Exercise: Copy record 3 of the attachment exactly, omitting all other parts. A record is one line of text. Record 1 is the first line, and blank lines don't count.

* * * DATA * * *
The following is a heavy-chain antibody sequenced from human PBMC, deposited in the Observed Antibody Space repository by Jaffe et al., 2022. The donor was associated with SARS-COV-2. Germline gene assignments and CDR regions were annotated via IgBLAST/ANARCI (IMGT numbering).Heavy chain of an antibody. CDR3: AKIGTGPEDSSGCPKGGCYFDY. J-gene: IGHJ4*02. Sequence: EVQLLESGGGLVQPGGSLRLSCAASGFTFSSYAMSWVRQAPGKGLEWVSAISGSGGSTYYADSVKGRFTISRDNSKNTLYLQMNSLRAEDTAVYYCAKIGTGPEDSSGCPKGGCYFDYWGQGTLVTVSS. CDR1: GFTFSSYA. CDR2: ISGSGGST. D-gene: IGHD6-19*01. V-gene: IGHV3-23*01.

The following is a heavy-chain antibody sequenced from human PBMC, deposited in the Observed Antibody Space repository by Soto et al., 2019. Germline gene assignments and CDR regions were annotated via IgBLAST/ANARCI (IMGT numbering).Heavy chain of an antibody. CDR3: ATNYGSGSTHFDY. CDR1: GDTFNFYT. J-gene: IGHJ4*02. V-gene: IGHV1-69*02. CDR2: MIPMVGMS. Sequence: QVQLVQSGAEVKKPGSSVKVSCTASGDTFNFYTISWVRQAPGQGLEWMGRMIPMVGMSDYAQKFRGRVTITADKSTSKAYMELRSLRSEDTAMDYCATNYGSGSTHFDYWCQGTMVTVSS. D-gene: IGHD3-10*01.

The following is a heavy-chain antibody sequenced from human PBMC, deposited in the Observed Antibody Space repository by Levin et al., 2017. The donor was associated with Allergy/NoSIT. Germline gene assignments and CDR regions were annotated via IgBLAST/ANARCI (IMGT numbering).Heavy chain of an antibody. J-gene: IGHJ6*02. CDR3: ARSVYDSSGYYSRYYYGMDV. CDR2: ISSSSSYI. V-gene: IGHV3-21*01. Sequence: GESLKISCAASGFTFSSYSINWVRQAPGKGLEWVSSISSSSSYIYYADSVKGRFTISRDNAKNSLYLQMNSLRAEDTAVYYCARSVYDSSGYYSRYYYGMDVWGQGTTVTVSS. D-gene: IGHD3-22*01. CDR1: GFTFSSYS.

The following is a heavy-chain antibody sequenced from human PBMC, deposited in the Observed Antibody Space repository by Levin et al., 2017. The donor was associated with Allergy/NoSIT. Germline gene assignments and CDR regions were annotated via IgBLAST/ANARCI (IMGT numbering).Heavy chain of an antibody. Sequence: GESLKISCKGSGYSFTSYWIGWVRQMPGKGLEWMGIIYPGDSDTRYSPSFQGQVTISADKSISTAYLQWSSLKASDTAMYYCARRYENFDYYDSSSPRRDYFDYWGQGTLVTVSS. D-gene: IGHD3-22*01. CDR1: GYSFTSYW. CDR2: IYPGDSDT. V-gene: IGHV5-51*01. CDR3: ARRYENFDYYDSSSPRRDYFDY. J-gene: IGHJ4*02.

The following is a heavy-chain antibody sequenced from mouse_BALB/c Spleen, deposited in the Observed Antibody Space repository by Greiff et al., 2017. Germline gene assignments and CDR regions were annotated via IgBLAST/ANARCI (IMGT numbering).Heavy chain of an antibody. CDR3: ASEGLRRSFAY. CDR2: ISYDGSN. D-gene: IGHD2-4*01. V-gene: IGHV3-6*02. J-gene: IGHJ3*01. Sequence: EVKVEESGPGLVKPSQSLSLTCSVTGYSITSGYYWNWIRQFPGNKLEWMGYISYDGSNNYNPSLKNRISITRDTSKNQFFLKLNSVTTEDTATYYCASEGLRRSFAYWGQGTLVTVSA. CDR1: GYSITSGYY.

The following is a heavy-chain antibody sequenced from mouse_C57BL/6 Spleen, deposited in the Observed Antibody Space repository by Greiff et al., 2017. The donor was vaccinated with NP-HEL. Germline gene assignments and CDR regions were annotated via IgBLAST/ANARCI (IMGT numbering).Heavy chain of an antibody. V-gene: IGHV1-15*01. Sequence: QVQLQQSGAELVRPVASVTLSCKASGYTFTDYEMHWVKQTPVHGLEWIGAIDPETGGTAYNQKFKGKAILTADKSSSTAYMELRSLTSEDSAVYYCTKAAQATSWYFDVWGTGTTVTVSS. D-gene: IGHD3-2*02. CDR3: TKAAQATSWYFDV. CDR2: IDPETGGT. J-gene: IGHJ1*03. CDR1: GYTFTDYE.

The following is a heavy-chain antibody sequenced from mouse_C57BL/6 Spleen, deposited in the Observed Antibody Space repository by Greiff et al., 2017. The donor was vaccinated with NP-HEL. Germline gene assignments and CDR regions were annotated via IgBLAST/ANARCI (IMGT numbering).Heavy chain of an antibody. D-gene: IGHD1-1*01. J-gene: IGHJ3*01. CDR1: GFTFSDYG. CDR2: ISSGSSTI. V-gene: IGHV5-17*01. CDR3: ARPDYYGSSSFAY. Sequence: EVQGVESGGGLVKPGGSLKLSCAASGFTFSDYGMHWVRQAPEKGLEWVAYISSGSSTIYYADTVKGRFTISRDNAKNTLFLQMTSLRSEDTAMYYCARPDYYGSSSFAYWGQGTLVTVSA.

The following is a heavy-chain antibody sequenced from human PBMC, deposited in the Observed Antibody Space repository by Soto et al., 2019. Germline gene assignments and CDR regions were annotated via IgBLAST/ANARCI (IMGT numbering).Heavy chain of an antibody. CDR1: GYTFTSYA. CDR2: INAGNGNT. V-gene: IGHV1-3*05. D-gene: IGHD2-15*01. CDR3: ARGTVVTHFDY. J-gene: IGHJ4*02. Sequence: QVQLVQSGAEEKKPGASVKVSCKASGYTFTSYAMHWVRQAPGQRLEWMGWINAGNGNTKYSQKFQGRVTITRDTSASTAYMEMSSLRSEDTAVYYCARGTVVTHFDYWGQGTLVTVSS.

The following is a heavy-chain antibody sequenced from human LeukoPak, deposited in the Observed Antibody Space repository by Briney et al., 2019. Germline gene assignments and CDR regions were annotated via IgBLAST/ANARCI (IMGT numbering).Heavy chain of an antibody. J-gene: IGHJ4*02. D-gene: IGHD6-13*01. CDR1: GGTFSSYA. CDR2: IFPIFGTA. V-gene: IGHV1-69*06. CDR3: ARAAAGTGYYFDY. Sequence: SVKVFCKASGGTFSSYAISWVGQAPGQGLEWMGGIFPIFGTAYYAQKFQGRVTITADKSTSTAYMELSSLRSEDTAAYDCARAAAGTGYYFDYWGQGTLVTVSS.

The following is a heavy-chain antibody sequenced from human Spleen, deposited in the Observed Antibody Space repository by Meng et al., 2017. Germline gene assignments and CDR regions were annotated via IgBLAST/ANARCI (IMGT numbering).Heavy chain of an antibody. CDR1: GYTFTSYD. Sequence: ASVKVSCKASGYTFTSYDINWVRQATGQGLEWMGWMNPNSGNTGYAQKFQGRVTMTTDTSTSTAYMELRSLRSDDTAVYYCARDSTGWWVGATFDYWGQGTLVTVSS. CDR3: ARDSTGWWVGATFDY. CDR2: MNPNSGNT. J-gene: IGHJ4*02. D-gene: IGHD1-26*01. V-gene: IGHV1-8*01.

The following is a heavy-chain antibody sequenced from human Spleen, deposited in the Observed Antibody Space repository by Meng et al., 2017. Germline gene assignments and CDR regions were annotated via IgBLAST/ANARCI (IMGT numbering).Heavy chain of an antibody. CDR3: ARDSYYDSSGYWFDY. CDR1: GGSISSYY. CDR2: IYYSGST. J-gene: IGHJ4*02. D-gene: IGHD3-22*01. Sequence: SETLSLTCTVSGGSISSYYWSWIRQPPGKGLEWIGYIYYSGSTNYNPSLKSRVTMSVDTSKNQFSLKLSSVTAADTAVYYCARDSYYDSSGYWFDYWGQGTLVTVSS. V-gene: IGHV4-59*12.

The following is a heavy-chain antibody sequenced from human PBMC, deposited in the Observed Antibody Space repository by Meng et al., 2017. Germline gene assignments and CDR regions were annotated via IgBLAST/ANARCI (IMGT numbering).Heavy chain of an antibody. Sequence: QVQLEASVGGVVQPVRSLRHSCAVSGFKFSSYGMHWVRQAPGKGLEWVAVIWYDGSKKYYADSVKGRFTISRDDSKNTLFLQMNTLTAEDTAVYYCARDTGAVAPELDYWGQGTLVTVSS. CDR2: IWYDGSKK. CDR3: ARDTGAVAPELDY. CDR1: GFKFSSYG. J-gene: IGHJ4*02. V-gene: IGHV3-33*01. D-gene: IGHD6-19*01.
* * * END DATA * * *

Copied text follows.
The following is a heavy-chain antibody sequenced from human PBMC, deposited in the Observed Antibody Space repository by Levin et al., 2017. The donor was associated with Allergy/NoSIT. Germline gene assignments and CDR regions were annotated via IgBLAST/ANARCI (IMGT numbering).Heavy chain of an antibody. J-gene: IGHJ6*02. CDR3: ARSVYDSSGYYSRYYYGMDV. CDR2: ISSSSSYI. V-gene: IGHV3-21*01. Sequence: GESLKISCAASGFTFSSYSINWVRQAPGKGLEWVSSISSSSSYIYYADSVKGRFTISRDNAKNSLYLQMNSLRAEDTAVYYCARSVYDSSGYYSRYYYGMDVWGQGTTVTVSS. D-gene: IGHD3-22*01. CDR1: GFTFSSYS.